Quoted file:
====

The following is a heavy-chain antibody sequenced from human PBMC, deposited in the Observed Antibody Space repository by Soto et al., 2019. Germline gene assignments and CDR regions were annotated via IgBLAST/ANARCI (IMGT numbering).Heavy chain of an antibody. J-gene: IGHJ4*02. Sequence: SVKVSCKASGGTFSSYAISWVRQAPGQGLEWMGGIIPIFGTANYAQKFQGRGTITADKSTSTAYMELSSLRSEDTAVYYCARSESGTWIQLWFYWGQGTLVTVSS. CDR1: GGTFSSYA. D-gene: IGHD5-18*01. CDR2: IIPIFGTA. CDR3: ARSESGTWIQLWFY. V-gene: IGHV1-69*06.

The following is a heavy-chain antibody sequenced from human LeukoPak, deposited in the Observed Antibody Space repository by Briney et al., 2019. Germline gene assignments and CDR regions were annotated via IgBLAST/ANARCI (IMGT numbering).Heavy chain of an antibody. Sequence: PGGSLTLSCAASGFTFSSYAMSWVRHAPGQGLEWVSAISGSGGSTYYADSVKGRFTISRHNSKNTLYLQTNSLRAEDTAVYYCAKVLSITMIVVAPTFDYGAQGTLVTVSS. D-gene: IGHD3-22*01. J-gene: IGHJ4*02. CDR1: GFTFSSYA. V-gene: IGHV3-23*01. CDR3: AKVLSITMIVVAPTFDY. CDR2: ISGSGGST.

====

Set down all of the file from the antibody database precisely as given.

The following is a heavy-chain antibody sequenced from human PBMC, deposited in the Observed Antibody Space repository by Soto et al., 2019. Germline gene assignments and CDR regions were annotated via IgBLAST/ANARCI (IMGT numbering).Heavy chain of an antibody. J-gene: IGHJ4*02. Sequence: SVKVSCKASGGTFSSYAISWVRQAPGQGLEWMGGIIPIFGTANYAQKFQGRGTITADKSTSTAYMELSSLRSEDTAVYYCARSESGTWIQLWFYWGQGTLVTVSS. CDR1: GGTFSSYA. D-gene: IGHD5-18*01. CDR2: IIPIFGTA. CDR3: ARSESGTWIQLWFY. V-gene: IGHV1-69*06.

The following is a heavy-chain antibody sequenced from human LeukoPak, deposited in the Observed Antibody Space repository by Briney et al., 2019. Germline gene assignments and CDR regions were annotated via IgBLAST/ANARCI (IMGT numbering).Heavy chain of an antibody. Sequence: PGGSLTLSCAASGFTFSSYAMSWVRHAPGQGLEWVSAISGSGGSTYYADSVKGRFTISRHNSKNTLYLQTNSLRAEDTAVYYCAKVLSITMIVVAPTFDYGAQGTLVTVSS. D-gene: IGHD3-22*01. J-gene: IGHJ4*02. CDR1: GFTFSSYA. V-gene: IGHV3-23*01. CDR3: AKVLSITMIVVAPTFDY. CDR2: ISGSGGST.